This is the kind I struggle with most today. When I finish a long project, I can’t keep myself from imagining all the different reasons people might think it’s lacking. I lend outsized credence, in other words, to potential critics. The proverbial online reviewers waiting in the shadows to pick my piece apart.

The truth is, those critics don’t exist and the sooner you realize it, the better. While being able to objectively assess your work is important, you’ll never complete and publish anything unless you find a way to silence that voice inside your head trying to convince you not to. If you can’t, these invisible critics will convince you to do something stupid — like tuck your work under a mattress.

Self-doubt is an inherent part of the writing process, but you can’t let it derail the process. It’s just as Ms. Jong said: “If you imagine the world listening, you’ll never write a line.”

At the end of the day, to combat writer’s block is to engage in the sometimes not-so-fun-work of being a writer.

The only cure, ultimately, is to not let yourself lose the battle — at whichever point in your drafting process you end up confronting it. Plow through self-doubt. Get words down on the page. Revise when necessary.

Each strain of writer’s block calls for a different solution. But each demands the same resolve: you must never give up.

Hybrid Author Game 

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Steven Spatz is a writer, marketer, and the President of BookBaby, the nation’s leading self publishing services company. Spatz’s professional writing career began at age 13, paid by the word to bang out little league baseball game stories on an ancient manual typewriter for southern Oregon weekly newspapers. His journalism career continued after graduation from the University of Oregon at several daily newspapers in Oregon. When his family took over a direct marketing food business, Spatz redirected his writing and design skills into producing catalogs. The Pinnacle Orchards catalog was named "Best Food Catalog," received dozens of other national awards, and the business grew into one of the nation’s largest gourmet fruit gift businesses. After the company was sold, Spatz continued his direct marketing career with Fortune 500 companies including Mattel and Hasbro. He joined AVL Digital in 2004 to lead the direct-to-consumer marketing teams for music industry-leading brands Disc Makers, Oasis, and CD Baby. After serving as Chief Marketing Officer, Spatz was tapped to lead the company’s new publishing division in late 2014. In 2019, the AVL Digital Management team purchased the New Jersey brands, including BookBaby. The company is headquartered in Pennsauken, NJ (just outside Philadelphia, PA) and meets the printed book and eBook needs of thousands of self-publishing authors around the globe. Spatz lives in Glenside, PA with his two children, a demented cat, and some well-used bicycles. Steven loves to hear from authors, editors, and publishers in the BookBaby community with tales of publishing trials and triumphs. To tell him your story, write to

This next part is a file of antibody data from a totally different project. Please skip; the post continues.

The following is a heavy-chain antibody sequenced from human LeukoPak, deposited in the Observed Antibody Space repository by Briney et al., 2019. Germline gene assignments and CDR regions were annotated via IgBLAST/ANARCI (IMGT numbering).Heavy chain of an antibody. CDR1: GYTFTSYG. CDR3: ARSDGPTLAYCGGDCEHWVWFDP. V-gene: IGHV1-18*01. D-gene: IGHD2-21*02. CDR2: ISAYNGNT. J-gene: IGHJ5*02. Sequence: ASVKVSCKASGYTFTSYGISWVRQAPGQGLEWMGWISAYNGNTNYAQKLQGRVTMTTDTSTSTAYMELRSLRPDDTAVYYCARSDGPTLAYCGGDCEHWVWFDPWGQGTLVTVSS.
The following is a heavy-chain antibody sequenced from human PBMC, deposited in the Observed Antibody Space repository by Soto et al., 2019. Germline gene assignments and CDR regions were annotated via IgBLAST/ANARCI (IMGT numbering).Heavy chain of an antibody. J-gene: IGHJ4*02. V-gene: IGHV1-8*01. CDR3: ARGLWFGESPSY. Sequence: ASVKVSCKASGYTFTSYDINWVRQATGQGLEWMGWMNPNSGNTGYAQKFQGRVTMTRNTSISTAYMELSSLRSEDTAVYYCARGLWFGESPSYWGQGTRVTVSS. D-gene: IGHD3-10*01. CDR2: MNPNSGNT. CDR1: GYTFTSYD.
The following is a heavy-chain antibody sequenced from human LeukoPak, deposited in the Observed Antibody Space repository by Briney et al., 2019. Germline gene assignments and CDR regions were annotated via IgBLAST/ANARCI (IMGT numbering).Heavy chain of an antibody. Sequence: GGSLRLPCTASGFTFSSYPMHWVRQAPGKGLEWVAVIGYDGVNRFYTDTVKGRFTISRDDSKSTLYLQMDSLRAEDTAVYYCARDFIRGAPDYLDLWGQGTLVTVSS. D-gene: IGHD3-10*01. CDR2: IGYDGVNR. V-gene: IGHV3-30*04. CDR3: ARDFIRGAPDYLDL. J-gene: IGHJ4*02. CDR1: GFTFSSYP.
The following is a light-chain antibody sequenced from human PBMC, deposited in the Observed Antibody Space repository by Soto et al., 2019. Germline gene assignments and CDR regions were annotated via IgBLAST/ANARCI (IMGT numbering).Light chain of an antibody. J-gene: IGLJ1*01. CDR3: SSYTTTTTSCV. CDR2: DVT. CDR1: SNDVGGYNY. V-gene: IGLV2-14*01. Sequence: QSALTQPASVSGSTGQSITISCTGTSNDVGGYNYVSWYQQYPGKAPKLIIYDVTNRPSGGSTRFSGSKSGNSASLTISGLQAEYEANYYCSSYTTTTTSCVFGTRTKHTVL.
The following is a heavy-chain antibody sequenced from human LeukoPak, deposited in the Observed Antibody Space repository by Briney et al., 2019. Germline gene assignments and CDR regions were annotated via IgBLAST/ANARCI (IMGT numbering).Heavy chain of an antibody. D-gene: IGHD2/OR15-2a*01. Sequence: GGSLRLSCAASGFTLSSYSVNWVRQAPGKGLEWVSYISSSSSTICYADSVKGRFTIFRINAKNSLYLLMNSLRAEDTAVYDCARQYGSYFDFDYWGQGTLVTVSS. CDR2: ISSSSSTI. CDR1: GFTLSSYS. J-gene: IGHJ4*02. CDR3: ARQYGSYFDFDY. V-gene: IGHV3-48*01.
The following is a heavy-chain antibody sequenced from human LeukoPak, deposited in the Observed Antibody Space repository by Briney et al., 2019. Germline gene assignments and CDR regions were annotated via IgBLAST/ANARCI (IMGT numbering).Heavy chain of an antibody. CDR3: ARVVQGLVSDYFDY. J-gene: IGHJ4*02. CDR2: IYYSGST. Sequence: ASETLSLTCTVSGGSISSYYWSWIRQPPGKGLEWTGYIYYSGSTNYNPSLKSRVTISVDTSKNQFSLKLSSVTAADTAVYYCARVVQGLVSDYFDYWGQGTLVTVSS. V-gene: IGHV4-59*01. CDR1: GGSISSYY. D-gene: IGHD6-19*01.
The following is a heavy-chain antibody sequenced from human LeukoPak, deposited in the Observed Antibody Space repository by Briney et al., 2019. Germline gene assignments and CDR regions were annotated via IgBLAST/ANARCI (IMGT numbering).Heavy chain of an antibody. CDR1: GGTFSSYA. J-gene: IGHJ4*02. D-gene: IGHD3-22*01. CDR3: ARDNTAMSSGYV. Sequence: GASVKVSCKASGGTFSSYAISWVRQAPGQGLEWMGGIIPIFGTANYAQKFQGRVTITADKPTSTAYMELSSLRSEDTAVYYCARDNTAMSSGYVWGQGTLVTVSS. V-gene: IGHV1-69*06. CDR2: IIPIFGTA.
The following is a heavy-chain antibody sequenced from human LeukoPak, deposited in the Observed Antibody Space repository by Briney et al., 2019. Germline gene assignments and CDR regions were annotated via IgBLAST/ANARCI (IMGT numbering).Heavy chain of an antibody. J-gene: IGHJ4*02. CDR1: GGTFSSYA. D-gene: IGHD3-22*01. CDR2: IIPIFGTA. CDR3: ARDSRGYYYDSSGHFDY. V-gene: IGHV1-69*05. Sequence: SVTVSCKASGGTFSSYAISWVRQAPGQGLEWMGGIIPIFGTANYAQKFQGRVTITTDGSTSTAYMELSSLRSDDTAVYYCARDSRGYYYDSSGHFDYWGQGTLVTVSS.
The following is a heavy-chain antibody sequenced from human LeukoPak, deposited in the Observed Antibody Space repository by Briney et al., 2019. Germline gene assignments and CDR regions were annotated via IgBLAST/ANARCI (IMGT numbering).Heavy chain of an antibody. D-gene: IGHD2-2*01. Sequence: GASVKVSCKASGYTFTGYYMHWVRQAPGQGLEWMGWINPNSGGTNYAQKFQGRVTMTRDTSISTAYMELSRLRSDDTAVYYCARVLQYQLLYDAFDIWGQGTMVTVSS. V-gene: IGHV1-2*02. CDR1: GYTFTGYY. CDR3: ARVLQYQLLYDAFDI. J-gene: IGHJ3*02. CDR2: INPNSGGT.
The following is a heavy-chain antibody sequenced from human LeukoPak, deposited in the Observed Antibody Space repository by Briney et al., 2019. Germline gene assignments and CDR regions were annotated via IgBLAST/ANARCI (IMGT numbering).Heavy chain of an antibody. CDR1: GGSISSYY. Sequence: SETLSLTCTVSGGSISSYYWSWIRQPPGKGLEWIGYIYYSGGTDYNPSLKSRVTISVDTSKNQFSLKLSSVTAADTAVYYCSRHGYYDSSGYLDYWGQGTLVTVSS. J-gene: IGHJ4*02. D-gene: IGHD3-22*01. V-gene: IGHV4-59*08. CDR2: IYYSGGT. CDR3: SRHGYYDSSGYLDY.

1. Amazing. Someone who doesn’t talk like all writer’s block is type #1. (I call #2 “writer’s logjam,” because I’m sick of people always assuming I’ve got “I-don’t-know-what-to-write-about-itis.”) I’ve actually got one book with that problem–my solution is to leave it fallow while I write all the ideas I’m NOT blocked about. (That’s often my approach to #2 as well–work on something else while my subconscious works on the logjam.) I’ve also discovered a blank sheet of paper and a scribble stick (NOT an empty file in my word processor) is surprisingly useful at getting the words flowing again, whether I end up writing out a scene, jotting down a rough timeline, sketching a map or mcguffin, or even making random doodles.

  2. This makes sense. I have my fair share of writer’s block, but I think a fear of sending it off to the publisher should be included. I have finished work that has been in my computer for years!